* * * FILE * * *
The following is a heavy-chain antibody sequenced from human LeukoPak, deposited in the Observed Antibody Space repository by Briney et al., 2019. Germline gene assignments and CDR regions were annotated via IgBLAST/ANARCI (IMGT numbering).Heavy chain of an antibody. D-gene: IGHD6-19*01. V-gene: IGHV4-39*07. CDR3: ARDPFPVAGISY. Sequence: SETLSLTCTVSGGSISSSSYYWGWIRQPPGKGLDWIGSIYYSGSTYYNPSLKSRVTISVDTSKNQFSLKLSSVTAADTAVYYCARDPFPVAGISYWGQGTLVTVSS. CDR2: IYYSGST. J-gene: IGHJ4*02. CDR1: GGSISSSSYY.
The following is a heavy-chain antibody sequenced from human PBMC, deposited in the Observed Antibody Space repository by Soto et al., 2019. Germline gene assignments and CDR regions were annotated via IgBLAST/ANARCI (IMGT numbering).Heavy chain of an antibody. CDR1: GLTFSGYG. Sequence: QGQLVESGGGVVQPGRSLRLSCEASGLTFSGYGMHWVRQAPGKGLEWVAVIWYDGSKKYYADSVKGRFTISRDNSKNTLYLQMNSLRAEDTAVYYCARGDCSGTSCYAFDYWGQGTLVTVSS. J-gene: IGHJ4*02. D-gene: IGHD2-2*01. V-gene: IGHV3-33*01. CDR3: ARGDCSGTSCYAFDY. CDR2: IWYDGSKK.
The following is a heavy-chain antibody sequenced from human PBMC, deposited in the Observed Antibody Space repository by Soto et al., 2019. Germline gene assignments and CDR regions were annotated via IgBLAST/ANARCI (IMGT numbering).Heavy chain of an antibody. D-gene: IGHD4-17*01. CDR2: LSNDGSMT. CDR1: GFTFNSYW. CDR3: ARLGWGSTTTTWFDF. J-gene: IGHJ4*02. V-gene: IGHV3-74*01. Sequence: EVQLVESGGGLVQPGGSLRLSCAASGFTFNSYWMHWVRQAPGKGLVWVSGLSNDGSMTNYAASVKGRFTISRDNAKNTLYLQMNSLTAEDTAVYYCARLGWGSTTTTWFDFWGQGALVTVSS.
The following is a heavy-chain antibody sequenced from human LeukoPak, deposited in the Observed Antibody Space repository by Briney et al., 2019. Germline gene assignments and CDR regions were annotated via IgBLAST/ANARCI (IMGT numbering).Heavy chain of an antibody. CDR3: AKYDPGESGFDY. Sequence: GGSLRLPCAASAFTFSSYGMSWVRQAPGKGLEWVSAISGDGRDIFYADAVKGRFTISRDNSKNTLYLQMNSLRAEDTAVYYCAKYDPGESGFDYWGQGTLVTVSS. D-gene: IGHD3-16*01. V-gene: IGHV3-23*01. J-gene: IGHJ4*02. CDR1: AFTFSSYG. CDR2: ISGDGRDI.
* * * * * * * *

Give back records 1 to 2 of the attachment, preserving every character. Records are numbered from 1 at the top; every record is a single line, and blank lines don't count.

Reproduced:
The following is a heavy-chain antibody sequenced from human LeukoPak, deposited in the Observed Antibody Space repository by Briney et al., 2019. Germline gene assignments and CDR regions were annotated via IgBLAST/ANARCI (IMGT numbering).Heavy chain of an antibody. D-gene: IGHD6-19*01. V-gene: IGHV4-39*07. CDR3: ARDPFPVAGISY. Sequence: SETLSLTCTVSGGSISSSSYYWGWIRQPPGKGLDWIGSIYYSGSTYYNPSLKSRVTISVDTSKNQFSLKLSSVTAADTAVYYCARDPFPVAGISYWGQGTLVTVSS. CDR2: IYYSGST. J-gene: IGHJ4*02. CDR1: GGSISSSSYY.
The following is a heavy-chain antibody sequenced from human PBMC, deposited in the Observed Antibody Space repository by Soto et al., 2019. Germline gene assignments and CDR regions were annotated via IgBLAST/ANARCI (IMGT numbering).Heavy chain of an antibody. CDR1: GLTFSGYG. Sequence: QGQLVESGGGVVQPGRSLRLSCEASGLTFSGYGMHWVRQAPGKGLEWVAVIWYDGSKKYYADSVKGRFTISRDNSKNTLYLQMNSLRAEDTAVYYCARGDCSGTSCYAFDYWGQGTLVTVSS. J-gene: IGHJ4*02. D-gene: IGHD2-2*01. V-gene: IGHV3-33*01. CDR3: ARGDCSGTSCYAFDY. CDR2: IWYDGSKK.